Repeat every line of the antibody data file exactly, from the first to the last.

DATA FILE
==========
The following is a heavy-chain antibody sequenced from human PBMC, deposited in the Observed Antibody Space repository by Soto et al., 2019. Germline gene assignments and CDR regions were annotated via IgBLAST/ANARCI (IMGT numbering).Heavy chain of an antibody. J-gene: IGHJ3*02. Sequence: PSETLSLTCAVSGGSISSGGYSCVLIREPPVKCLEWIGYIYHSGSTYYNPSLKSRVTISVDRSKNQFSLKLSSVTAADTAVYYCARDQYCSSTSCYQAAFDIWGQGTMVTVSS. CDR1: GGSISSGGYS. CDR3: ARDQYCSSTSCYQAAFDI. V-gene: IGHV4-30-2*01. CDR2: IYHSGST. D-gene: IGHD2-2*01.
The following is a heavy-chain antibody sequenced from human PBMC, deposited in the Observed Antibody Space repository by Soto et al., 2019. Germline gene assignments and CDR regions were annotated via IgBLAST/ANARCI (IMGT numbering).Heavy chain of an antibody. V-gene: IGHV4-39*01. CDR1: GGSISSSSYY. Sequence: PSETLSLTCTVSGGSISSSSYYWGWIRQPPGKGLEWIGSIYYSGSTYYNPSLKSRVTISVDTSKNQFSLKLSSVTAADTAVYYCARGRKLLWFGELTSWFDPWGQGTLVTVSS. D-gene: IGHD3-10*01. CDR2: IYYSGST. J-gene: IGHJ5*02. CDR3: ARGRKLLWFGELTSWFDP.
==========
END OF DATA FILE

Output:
The following is a heavy-chain antibody sequenced from human PBMC, deposited in the Observed Antibody Space repository by Soto et al., 2019. Germline gene assignments and CDR regions were annotated via IgBLAST/ANARCI (IMGT numbering).Heavy chain of an antibody. J-gene: IGHJ3*02. Sequence: PSETLSLTCAVSGGSISSGGYSCVLIREPPVKCLEWIGYIYHSGSTYYNPSLKSRVTISVDRSKNQFSLKLSSVTAADTAVYYCARDQYCSSTSCYQAAFDIWGQGTMVTVSS. CDR1: GGSISSGGYS. CDR3: ARDQYCSSTSCYQAAFDI. V-gene: IGHV4-30-2*01. CDR2: IYHSGST. D-gene: IGHD2-2*01.
The following is a heavy-chain antibody sequenced from human PBMC, deposited in the Observed Antibody Space repository by Soto et al., 2019. Germline gene assignments and CDR regions were annotated via IgBLAST/ANARCI (IMGT numbering).Heavy chain of an antibody. V-gene: IGHV4-39*01. CDR1: GGSISSSSYY. Sequence: PSETLSLTCTVSGGSISSSSYYWGWIRQPPGKGLEWIGSIYYSGSTYYNPSLKSRVTISVDTSKNQFSLKLSSVTAADTAVYYCARGRKLLWFGELTSWFDPWGQGTLVTVSS. D-gene: IGHD3-10*01. CDR2: IYYSGST. J-gene: IGHJ5*02. CDR3: ARGRKLLWFGELTSWFDP.